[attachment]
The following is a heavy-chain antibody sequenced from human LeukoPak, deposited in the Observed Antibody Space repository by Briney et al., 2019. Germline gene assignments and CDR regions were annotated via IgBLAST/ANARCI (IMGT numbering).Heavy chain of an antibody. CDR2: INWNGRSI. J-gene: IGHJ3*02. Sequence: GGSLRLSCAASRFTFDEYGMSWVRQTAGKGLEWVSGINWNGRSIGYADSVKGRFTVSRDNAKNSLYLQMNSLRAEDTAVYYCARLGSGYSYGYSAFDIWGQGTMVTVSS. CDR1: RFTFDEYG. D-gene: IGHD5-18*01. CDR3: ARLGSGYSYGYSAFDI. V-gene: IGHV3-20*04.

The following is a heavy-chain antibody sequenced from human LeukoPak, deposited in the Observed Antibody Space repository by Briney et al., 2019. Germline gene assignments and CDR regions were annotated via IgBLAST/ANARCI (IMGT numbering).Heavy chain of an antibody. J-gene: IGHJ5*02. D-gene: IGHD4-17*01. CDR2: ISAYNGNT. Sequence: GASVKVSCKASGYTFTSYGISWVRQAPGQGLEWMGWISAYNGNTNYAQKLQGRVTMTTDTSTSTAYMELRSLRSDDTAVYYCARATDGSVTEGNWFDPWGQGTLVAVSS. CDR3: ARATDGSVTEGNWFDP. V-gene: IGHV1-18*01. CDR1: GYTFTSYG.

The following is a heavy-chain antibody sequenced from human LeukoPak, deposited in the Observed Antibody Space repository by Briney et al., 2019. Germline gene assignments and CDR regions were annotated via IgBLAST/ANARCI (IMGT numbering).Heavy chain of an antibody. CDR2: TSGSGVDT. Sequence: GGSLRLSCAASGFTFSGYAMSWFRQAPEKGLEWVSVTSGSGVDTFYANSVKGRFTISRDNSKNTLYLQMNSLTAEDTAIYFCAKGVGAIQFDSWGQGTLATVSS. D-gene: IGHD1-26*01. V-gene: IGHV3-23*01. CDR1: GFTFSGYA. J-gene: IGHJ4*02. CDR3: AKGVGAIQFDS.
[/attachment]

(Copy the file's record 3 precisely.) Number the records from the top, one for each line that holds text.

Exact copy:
The following is a heavy-chain antibody sequenced from human LeukoPak, deposited in the Observed Antibody Space repository by Briney et al., 2019. Germline gene assignments and CDR regions were annotated via IgBLAST/ANARCI (IMGT numbering).Heavy chain of an antibody. CDR2: TSGSGVDT. Sequence: GGSLRLSCAASGFTFSGYAMSWFRQAPEKGLEWVSVTSGSGVDTFYANSVKGRFTISRDNSKNTLYLQMNSLTAEDTAIYFCAKGVGAIQFDSWGQGTLATVSS. D-gene: IGHD1-26*01. V-gene: IGHV3-23*01. CDR1: GFTFSGYA. J-gene: IGHJ4*02. CDR3: AKGVGAIQFDS.